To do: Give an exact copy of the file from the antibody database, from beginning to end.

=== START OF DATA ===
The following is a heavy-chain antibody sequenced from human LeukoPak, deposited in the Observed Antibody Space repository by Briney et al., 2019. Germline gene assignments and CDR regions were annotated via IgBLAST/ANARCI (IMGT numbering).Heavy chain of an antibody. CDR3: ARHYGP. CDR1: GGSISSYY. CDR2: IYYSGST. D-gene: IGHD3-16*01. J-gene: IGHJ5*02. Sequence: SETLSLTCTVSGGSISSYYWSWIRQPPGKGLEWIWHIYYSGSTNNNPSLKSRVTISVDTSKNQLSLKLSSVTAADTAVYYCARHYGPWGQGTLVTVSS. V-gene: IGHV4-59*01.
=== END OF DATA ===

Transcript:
The following is a heavy-chain antibody sequenced from human LeukoPak, deposited in the Observed Antibody Space repository by Briney et al., 2019. Germline gene assignments and CDR regions were annotated via IgBLAST/ANARCI (IMGT numbering).Heavy chain of an antibody. CDR3: ARHYGP. CDR1: GGSISSYY. CDR2: IYYSGST. D-gene: IGHD3-16*01. J-gene: IGHJ5*02. Sequence: SETLSLTCTVSGGSISSYYWSWIRQPPGKGLEWIWHIYYSGSTNNNPSLKSRVTISVDTSKNQLSLKLSSVTAADTAVYYCARHYGPWGQGTLVTVSS. V-gene: IGHV4-59*01.